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What genetic factors are associated with hereditary breast cancer?

Although approximately 10% - 30% of all breast cancer cases are attributed to hereditary factors, only 5%-10% of cases are correlated with a highly penetrant hereditary factor (percentage of individuals with a particular genotype that expresses the corresponding phenotype), whereas only a small fraction of these cases (4%-5%) can be explained by mutations in autosomal dominantly transmitted genes.

Germline mutations in the BRCA1 and BRCA2 genes account for approximately 50% of the total risk for hereditary breast cancer. The estimated prevalences for carriers of BRCA1/2 mutations are, respectively, 0.11% and 0.12% in the general population and between 12.8% - 16% in high-risk families, with three or more cases of breast cancer. breast or ovary.

Recent technological advances in the area of large-scale parallel sequencing have identified that the remaining 50% of breast cancer cases are due to a combination of effects produced by mutations in high, moderate and low penetrance genes. Currently, among cases diagnosed as hereditary, only 5 to 7% are recognized in specific genes with heritable mutations (BRCA1, BRCA2, TP53, PTEN, STK11, LKB1, MSH, PALB2 among others) and can be discovered in tests and exams. Several of these genes have been previously identified and associated with other neoplasms. (Table 1).

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Table1. Susceptibility Genes for Breast Cancer

What is Oncogenetics?

Oncogenetics is the field of genetics that studies the molecular biology of tumors. One of its main developments is the advent of the use of target therapy in cancer, that is, the use of drugs aimed at patients with certain genetic variants, given that therapeutic effectiveness is related to oncogenetics. Genetic evaluation in oncology occurs in the DNA of tumor tissues, called somatic analysis; or in the search for germline variants in hereditary neoplasms, about 5% to 10% of cases.

What are Hereditary Breast and Ovary Cancers (HBOC)?

Several clinical studies have established, over the last decades, a relationship between certain genes and predisposition to specific types of cancer. The association between germline mutations in the BRCA1 and BRCA2 genes and predisposition to hereditary breast and ovarian cancer (HBOC) became clear, and this was the milestone for the beginning of predictive genetic testing. Mutations in the BRCA genes account for about 5% of breast cancers and 10-15% of ovarian cancers. In addition to HBOC, more than 300 different hereditary cancer syndromes are now described. The typical phenotype of a family with HBOC is constituted by multiple cases of breast and/or ovarian cancer in women or even in men, prostate cancer, stomach, pancreas, among others. Among patients with a history of HBOC, 20-30% have mutations in BRCA1/2.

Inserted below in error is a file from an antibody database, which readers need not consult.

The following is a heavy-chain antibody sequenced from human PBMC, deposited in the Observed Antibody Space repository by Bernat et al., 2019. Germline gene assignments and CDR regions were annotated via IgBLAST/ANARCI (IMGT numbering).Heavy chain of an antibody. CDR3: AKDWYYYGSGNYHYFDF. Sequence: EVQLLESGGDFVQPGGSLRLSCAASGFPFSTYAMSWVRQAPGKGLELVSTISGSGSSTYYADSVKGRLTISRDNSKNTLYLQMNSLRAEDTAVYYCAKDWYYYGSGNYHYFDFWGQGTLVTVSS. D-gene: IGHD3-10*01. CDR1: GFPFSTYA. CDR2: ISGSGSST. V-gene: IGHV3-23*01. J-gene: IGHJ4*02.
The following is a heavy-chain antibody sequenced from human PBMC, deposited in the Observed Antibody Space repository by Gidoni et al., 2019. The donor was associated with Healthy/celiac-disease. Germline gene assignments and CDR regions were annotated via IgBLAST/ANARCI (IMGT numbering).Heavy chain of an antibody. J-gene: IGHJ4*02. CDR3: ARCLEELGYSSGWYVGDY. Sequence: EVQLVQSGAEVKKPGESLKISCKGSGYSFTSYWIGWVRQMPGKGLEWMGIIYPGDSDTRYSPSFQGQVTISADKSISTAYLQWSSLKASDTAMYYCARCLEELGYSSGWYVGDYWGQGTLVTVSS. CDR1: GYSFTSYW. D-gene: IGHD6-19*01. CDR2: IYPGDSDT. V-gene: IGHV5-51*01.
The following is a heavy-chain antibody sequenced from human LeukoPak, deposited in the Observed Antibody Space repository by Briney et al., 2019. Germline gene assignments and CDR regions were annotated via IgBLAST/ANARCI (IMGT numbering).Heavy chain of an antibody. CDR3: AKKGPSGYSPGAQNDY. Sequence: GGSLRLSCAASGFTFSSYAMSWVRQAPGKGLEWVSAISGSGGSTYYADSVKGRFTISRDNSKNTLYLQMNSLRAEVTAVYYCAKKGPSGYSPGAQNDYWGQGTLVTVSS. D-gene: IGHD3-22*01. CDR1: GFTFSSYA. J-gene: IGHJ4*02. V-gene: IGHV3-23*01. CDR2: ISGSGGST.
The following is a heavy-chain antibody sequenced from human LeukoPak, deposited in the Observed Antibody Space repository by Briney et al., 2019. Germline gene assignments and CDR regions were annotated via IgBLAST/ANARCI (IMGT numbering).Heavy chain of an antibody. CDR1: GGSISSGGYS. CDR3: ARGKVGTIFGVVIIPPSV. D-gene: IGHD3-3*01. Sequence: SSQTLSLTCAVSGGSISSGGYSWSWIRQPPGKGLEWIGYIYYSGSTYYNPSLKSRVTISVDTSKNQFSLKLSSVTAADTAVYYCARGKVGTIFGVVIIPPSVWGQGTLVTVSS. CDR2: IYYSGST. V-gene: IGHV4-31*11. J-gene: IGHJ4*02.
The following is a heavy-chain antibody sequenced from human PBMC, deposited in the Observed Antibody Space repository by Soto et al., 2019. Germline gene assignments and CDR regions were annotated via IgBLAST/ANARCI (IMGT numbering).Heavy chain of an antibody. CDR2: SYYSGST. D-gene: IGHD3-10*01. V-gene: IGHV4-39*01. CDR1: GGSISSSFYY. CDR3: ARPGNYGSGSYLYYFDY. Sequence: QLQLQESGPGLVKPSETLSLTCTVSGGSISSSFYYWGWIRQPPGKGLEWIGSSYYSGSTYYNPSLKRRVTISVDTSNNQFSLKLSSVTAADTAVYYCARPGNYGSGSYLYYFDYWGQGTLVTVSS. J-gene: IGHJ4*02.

What other hereditary breast cancer predisposition syndromes?

Mutations in other genes associated with familial syndromes, in which the incidence of breast cancer is increased, account for 5% of cases. In these syndromes, breast cancer is not the primary phenotype observed. Families with Li-Fraumeni Syndrome have breast cancer at an early age. Occurrence of breast cancer, age ≤ 35 years and negativity for BRCA mutations suggest the investigation of mutation in the TP53 gene. Other genes associated with familial syndromes are: CDH1 (hereditary diffuse gastric cancer), PTEN (Cowden Syndrome), PALB2 and STK11 (Peutz-Jeghers Syndrome).

The identification of other genes, of moderate penetrance, that attribute increased susceptibility to familial cancer help to determine the risk for HBOC. Some of these genes result in overlapping phenotypes, so they may be altered in different types of cancers. In these cases, we recommend the use of panels that include genes with high and moderate penetrance, whose alteration underlies different types of cancer (ovarian, breast, endometrium, colorectal cancer, pancreas and melanoma).

Genetic tests in oncology are useful both as a diagnostic aid and to establish a prognosis and help with therapeutic choice. Currently, genetic tests are relevant in oncology, allowing, in different types of tumors, a more personalized approach. In addition, they are also used to predict the risk of developing neoplasms in individuals with a positive family history.

What are the main oncogenetic tests?

Currently, there are numerous laboratories and tests on the market to assess genetic mutations in blood or saliva. We reiterate that these tests should be ordered and analyzed by an oncogeneticist to provide adequate guidance.

a-Sequencing of BRCA1 and BRCA2 with MLPA. MLPA (Multiplex Ligation-dependent Probe Amplification) is a method capable of detecting loss (deletion) or gain (duplication) of genetic material. Through the technique of PCR (Polymerase Chain Reaction) semiquantitative multiplex, allows to analyze changes in copy number in several genes.

b- Expanded Hereditary Cancer Panel. Genetic panel of 138 genes that aims to assess the genetic risk for the development of cancer.

c- Hereditary Breast and Ovary Cancer Panel. Genetic panel of 25 to 44 genes.

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Sorocaba Medical Center


Rua Sorocaba, 464 - room 202

Tel. 21 2537-0138 / 2539-5093

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Americas Medical City

Barra da Tijuca

Av. Jorge Curi, 550 - rooms 252/253

Tel. 21 3264-4866 / 3264-4863

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